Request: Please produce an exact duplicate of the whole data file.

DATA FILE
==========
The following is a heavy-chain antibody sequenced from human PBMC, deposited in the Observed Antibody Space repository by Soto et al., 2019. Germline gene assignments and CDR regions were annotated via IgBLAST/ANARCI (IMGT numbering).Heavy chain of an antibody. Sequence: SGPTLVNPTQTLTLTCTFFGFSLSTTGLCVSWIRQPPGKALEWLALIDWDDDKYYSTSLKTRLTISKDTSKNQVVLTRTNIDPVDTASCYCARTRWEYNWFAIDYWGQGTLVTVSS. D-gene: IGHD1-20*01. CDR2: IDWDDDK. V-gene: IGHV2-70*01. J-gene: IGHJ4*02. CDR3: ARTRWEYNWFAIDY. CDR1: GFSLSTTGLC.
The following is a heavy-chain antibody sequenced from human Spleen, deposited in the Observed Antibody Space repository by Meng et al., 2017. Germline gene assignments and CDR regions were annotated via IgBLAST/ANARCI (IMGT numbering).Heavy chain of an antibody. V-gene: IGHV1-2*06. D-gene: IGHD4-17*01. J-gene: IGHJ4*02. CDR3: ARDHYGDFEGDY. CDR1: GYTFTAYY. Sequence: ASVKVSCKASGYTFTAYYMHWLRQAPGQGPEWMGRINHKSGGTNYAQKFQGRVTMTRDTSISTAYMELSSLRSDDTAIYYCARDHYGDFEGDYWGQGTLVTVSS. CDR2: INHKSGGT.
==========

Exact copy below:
The following is a heavy-chain antibody sequenced from human PBMC, deposited in the Observed Antibody Space repository by Soto et al., 2019. Germline gene assignments and CDR regions were annotated via IgBLAST/ANARCI (IMGT numbering).Heavy chain of an antibody. Sequence: SGPTLVNPTQTLTLTCTFFGFSLSTTGLCVSWIRQPPGKALEWLALIDWDDDKYYSTSLKTRLTISKDTSKNQVVLTRTNIDPVDTASCYCARTRWEYNWFAIDYWGQGTLVTVSS. D-gene: IGHD1-20*01. CDR2: IDWDDDK. V-gene: IGHV2-70*01. J-gene: IGHJ4*02. CDR3: ARTRWEYNWFAIDY. CDR1: GFSLSTTGLC.
The following is a heavy-chain antibody sequenced from human Spleen, deposited in the Observed Antibody Space repository by Meng et al., 2017. Germline gene assignments and CDR regions were annotated via IgBLAST/ANARCI (IMGT numbering).Heavy chain of an antibody. V-gene: IGHV1-2*06. D-gene: IGHD4-17*01. J-gene: IGHJ4*02. CDR3: ARDHYGDFEGDY. CDR1: GYTFTAYY. Sequence: ASVKVSCKASGYTFTAYYMHWLRQAPGQGPEWMGRINHKSGGTNYAQKFQGRVTMTRDTSISTAYMELSSLRSDDTAIYYCARDHYGDFEGDYWGQGTLVTVSS. CDR2: INHKSGGT.